Editor’s Note: This post was originally written for FoodNetwork.ca.
Once upon a time – in the late ‘60s when Whistler was just a gleam in developers’ eyes – chili, poutine and other ski bum staples defined the culinary scene. Fast-forward a few decades and the resort town, firmly ensconced as North America’s premier ski destination and still flush with Olympic afterglow, is a certified foodie mecca, known nearly as well for its fine dining as its world class slopes.
I checked out Whistler’s summer dining scene over the weekend, on a whirlwind, belly-busting tour that embraced everything from burgers to pork cheek ravioli. A few big trends are evident across the board. First, the hundred-mile diet is alive and well in Whistler. Every bistro, snack shack and restaurant I tried emphasized local ingredients, specifically, fresh produce and meats from nearby Pemberton and from the Fraser Valley. Second, snooty is out; casual and casually elegant is in. Even fine dining spots have revisioned their looks, aiming for an informal, welcoming atmosphere that appeals to locals and well-heeled out-of-towners alike.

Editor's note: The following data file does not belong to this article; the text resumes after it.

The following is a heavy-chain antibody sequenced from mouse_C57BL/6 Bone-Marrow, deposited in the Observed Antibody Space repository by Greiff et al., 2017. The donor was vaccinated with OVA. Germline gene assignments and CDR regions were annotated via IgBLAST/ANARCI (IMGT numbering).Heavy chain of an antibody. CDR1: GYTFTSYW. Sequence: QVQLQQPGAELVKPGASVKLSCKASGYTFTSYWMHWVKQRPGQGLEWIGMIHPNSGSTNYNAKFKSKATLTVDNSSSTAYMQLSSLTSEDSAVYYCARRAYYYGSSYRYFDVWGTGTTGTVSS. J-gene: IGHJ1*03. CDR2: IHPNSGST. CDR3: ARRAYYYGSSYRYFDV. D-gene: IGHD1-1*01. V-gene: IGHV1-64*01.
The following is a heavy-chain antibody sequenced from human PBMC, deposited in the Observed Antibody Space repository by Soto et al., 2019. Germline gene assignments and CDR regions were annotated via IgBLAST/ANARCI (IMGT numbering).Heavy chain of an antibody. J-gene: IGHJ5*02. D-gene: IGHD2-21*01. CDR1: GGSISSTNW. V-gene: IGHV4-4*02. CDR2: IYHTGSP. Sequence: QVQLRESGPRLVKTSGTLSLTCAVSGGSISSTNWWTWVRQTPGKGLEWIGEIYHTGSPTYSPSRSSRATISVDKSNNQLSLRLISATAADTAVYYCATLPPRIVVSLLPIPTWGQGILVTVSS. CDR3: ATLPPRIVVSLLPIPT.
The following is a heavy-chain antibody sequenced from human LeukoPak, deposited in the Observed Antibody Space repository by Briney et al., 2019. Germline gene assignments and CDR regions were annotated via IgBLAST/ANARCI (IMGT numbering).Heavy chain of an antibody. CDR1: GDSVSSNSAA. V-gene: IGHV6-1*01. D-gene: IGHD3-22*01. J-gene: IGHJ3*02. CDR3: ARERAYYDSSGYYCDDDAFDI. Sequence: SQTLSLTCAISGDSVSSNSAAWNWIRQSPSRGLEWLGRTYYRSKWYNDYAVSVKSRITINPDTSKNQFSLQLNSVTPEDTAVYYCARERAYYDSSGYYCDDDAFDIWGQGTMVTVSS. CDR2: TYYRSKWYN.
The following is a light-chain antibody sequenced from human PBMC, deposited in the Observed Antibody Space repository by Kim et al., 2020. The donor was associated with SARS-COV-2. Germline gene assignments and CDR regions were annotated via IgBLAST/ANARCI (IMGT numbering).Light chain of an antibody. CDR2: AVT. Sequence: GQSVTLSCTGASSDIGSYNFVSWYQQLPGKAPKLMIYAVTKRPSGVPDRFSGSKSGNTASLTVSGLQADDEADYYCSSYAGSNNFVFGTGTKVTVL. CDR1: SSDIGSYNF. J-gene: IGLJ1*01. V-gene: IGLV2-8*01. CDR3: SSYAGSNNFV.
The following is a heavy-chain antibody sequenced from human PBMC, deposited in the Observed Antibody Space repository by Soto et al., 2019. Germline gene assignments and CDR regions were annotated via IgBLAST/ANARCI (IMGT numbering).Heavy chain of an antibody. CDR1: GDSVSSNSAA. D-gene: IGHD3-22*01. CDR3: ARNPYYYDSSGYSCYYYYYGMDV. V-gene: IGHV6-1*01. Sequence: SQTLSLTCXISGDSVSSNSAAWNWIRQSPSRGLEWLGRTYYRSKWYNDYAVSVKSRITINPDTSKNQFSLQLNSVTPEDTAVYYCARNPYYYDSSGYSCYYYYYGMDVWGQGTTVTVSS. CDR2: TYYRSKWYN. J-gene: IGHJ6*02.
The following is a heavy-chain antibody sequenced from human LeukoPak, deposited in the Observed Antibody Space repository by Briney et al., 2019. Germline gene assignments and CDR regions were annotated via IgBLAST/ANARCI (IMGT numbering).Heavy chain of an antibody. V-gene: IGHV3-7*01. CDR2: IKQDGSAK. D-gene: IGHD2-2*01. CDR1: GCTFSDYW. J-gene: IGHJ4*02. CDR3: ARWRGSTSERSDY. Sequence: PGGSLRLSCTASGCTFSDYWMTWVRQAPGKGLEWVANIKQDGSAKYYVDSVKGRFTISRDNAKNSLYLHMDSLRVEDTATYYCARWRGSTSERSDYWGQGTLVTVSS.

Here’s a quick run-down of my culinary adventure in Whistler:
Araxi: Now a household name thanks to Gordon Ramsey’s Hell’s Kitchen, Araxi is a superlative restaurant hitting on all cylinders and clearly at the top of its game. Ambiance and service are impeccable – a real model for other restaurants to emulate. Chef James Walt’s menu – while rooted in West Coast standards like wild BC salmon and Qualicum Bay scallops – also wholeheartedly embraces locally grown produce and locally raised pork and lamb. The encyclopedic wine list – 42 pages, with its own table of contents – is a bit overwhelming but sure to please the most discriminating of winos.
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